Wednesday, November 15, 2006

Red Lines

In a really rather good article by David Aaronovitch (not a sentence I write often), he quotes Alan Bennett as saying, “I don’t claim to know how higher education should be paid for; all I know is that it’s morally wrong to expect students to get into debt.”

Everyone interested in politics has 'lines-in-the-sand', particular areas of policy where they will absolutely refuse to support particular courses of action. Some of the most difficult times for any politician is when the party they support adopts policies which cross these lines, or when two different principles come into conflict. For example, in Oxford, council tenants decided that they wanted to continue to have the council as their landlord, rather than a housing association. In situations like this, I think that going against the clearly expressed wish of people about who their landlord should be is a no-no. But the only way to make this possible was to agree to sell off a few council properties each year to help fund the improvements to meet the Decent Home Standard. In this case, the principle of abiding by tenants' wishes and the principle of never supporting any reduction in the number of council houses in the area were directly incompatible.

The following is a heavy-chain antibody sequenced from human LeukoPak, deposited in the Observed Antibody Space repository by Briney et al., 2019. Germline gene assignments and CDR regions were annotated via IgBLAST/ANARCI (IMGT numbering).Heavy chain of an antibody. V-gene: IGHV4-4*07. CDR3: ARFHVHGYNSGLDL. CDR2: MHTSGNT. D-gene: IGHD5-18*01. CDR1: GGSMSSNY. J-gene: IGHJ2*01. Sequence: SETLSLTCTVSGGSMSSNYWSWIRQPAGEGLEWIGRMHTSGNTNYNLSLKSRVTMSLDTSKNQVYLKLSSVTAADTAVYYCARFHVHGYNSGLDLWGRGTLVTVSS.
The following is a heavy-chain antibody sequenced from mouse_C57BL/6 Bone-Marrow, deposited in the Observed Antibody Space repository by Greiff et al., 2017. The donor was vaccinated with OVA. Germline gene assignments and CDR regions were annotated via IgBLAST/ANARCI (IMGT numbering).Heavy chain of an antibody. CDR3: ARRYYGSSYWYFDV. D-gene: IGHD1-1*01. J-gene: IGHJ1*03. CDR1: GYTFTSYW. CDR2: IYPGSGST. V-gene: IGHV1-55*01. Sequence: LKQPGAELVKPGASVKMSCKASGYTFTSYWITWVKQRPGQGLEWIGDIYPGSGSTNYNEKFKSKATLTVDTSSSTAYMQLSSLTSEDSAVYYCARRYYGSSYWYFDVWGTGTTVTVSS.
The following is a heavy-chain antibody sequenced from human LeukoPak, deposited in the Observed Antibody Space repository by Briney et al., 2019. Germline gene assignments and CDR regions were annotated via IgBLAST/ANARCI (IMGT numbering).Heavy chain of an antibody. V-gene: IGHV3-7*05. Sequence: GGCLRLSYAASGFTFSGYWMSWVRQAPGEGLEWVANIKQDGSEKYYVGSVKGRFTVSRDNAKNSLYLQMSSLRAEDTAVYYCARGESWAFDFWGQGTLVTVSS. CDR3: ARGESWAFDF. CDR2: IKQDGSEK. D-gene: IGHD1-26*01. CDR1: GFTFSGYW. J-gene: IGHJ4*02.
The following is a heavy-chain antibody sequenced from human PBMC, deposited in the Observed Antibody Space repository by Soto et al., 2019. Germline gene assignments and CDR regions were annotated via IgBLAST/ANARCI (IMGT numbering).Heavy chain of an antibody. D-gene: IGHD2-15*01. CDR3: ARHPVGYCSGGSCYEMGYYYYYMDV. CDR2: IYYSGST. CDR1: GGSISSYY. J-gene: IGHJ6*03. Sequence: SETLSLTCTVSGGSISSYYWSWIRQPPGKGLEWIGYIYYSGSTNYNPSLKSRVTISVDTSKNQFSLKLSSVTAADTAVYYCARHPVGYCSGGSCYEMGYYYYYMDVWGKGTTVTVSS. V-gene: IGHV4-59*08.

One of the 'nice' things about being a local councillor or other kind of elected politician is discovering these kinds of dilemmas. I'd be interested in hearing about what 'red lines' other Labour supporters have - what are the issues which you feel so strongly about that nothing could persuade you to support anything that goes against them.

For what it's worth, my lines-in-the-sand are around discrimination against people on grounds of age, sexuality, gender, ethnicity or income. I used to have an absolute opposition to privatising public services, but while I still think privatisation is usually a bad thing, I've encountered cases where it is the least worst option, the same goes for fighting wars. But for all that I don't agree with tuition or top-up fees, I can't agree with Alan Bennett that it is morally wrong for students to have to get into debt.

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